Okay, let's see what happens when I run the script:

[root@ CODE]# python test-ssh.py 
SSH connection established to 1.1.1.16
Interactive SSH session established

twb-sf-881>

twb-sf-881>show ip int brief
Interface IP-Address OK? Method Status Protocol
FastEthernet0
unassigned
YES unset up up
FastEthernet1 unassigned YES unset up up
FastEthernet2 unassigned YES unset down down
FastEthernet3 unassigned YES unset up up
FastEthernet4 1.1.1.16 YES NVRAM up up
NVI0 1.1.1.16 YES unset up up
Tunnel1 169.254.253.2 YES NVRAM up down
Tunnel2 169.254.253.6 YES NVRAM up down
Vlan1 unassigned YES NVRAM down down
Vlan10 10.2.8.1 YES NVRAM up up
Vlan20 192.168.0.1 YES NVRAM down down
Vlan100 10.2.4.1 YES NVRAM up up
twb-sf-881> [root@ CODE]#

Notice, the '--More--' paging is gone.

Hopefully, this demonstrates that it is not too hard to integrate Python to a router using an SSH "Expect-like" method. Additionally, hopefully, you can start to see the potential in doing this or similar things to gather information and to make changes to a set of network devices.

If you have questions or comments feel free to ping me on Twitter or if you want to receive additional content, join my email-list.

Kirk Byers
CCIE #6243
Twitter: @kirkbyers

Python, Paramiko SSH, and Network Devices (2014-01-23)

By Kirk Byers

You have been learning Python—but as a network engineer what can you do with it?

In this article, I will show you how to use Paramiko SSH (a Python SSH library) to connect to and gather information from a router.

Now I will be using Python to connect to an interface that is inherently expecting a human being (i.e. using an 'Expect-like' method). For various reasons, this Expect-like method is problematic—for example, there can be timing issues; there can be unexpected interaction problems; and there can be variations in device output (between OS versions, between device models, between device types, etc.).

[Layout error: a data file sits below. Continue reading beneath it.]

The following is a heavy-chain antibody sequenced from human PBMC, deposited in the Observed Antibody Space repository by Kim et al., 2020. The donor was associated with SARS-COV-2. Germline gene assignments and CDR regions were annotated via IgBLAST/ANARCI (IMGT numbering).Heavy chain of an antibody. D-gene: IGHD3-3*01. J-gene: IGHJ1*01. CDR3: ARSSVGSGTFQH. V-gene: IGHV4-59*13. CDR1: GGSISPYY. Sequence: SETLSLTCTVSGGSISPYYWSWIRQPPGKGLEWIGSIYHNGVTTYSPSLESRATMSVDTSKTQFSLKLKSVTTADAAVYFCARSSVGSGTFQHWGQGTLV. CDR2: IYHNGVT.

While this Expect-like method is problematic, in many cases, it is a reasonable option for automation of existing equipment (given currently available alternatives). This will change across time as newer APIs (and other management/control mechanisms) become available and as devices in the field get refreshed and upgraded. In my opinion, the difficulties of using Expect-like mechanisms are also overstated (don't get me wrong there are a lot of difficulties, but APIs are not all a bed of roses either).

As with many things, a Python SSH 'Expect-like' method can be made to work in a reasonable way provided that you know its limitations; you test it appropriately; and you take appropriate precautions when using it.

One final warning—and this is a warning about network automation in general. Programmatically controlling a set of network devices is a powerful capability and because it is powerful the stakes are significantly increased. You potentially might be changing fifty devices instead of one; you could be changing devices in multiple geographies. The consequences of mistakes are greatly increased. Consequently, start small. Start with show commands instead of configuration changes. When making changes practice good operational procedures—know what you are doing; test it out appropriately in a test environment; deploy the change to a single device; expand it to a small set of devices; consider the consequences if things go wrong and how you will correct them; determine whether this change is something that makes sense to do programmatically.